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20 Reviews

Final Fantasy XIII-2

Change the future to change the past? Just go with it

Final Fantasy XIII had its fans. I was among them, and I've taken a fair amount of stick for that. But even I, in my Pulse-induced state of delirium, would admit that it had issues. Taken as a riposte to those complaints, XIII-2 is something of a petulant over-reaction. Taken as a sequel, it's a pleasant echo that's lost a little nuance. Taken as a game in its own right - something that's almost impossible for a Final Fantasy game - XIII-2 is pretty damn good.

In terms of story, it's great - you'll find out by what deus ex machina the cast of the first game escaped their certain fate. You'll be satisfied by the dire and slightly incomprehensible consequences of that intervention. You'll nod your head and smile through the babble, because Final Fantasy XIII-2, like so many of these things, boils down to a complicated and unbalanced love story between people with far too much power.

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Complaint one from the first game: too many awful characters. Snow was one of the most likeable, and even he was oblivious to the point of facepalm. Sazh was alright. If I was a Chocobo chick, I'd have nested in his hair, too. But his adorable son could eff right off.

The cast problem has been totally fixed, thanks to the fact there's just two main characters. Serah runs ridiculously, using the same animation as the skin-crawling Vanille. But she's no gasping woman-parody. She's reasonable, talkative, and likeable.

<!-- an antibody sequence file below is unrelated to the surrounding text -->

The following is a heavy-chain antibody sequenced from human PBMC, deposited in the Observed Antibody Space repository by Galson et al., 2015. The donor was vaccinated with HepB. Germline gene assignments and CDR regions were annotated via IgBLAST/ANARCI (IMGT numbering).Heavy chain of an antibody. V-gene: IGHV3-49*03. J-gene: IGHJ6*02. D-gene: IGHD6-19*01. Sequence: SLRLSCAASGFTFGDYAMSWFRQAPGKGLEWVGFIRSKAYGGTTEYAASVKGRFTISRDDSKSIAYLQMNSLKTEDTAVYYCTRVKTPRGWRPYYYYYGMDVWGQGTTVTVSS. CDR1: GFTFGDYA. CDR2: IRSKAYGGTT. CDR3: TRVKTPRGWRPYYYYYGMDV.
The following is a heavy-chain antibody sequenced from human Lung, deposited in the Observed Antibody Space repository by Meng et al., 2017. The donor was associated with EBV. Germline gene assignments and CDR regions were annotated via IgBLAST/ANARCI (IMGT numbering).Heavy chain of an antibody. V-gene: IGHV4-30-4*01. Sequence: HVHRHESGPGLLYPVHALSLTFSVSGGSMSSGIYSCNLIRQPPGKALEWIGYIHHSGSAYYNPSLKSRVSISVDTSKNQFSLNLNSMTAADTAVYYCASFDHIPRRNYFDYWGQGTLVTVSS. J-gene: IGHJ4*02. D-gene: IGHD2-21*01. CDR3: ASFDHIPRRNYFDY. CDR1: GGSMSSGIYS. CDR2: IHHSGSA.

Noel, our companion from the future, is neither moody nor hyperactive. He's a guy with issues, but he's not a miserable bummed-out douche about it. Of course, there's an irritant. Your fully-voiced Moogal companion (Kupo) does his best to ruin the atmosphere (Kupo) by saying Kupo all the time (Kupokupo), but even that doesn't kill this new, amiable atmosphere. You even learn pretty quickly how to throw him off a cliff. He comes back, but it's therapeutic.

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The most common criticism was that the first 15 hours of FFXIII were a long, long corridor. The surprising reaction to that is the Historia Crux. The Historia Crux is your new corridor, a menu screen with discrete locations across time and space spread among its branches. There's no physical connection between the maps. You unlock new locations by delivering artifacts to gates, opening new locations on the Crux.

The corridor of the first game was a long, long tutorial - pairing the six characters off in every possible combination to make you learn the interactions of each of the six combat roles. A certain familiarity is assumed, here, so that corridor wasn't necessary. However, this new solution gets rid of the world. There's no arrival at Gran Pulse. No moment when you're given an airship. It may be functionally the same as having a world, but there's no sense of expedition. It's a decision that is going to ruffle a lot of phoenix feathers.

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The shops of XIII were a single, impersonal terminal for everything, which meant cities disappeared. Cities aren't back in XIII-2, but we've got ourselves a shopkeeper. Welcome Chocolina - your hyperactive and surprisingly inoffensive Chicken Lady, who pops up everywhere in time and makes no bones about wanting your cash. She's your upgrade shop, too - although accessories and upgrades have been pruned back to a stump. FFXIII had a genuinely unlikeable, opaque and artificially complicated upgrade process. By contrast, XIII-2 is openly shallow. You'll pick up items from monsters that you can use to upgrade existing stuff, but only to make them more powerful and costly, or weaker and less costly. (How much you can wear is limited by a "cost". You won't be able to wear really powerful items until you boost your accessory stat.)

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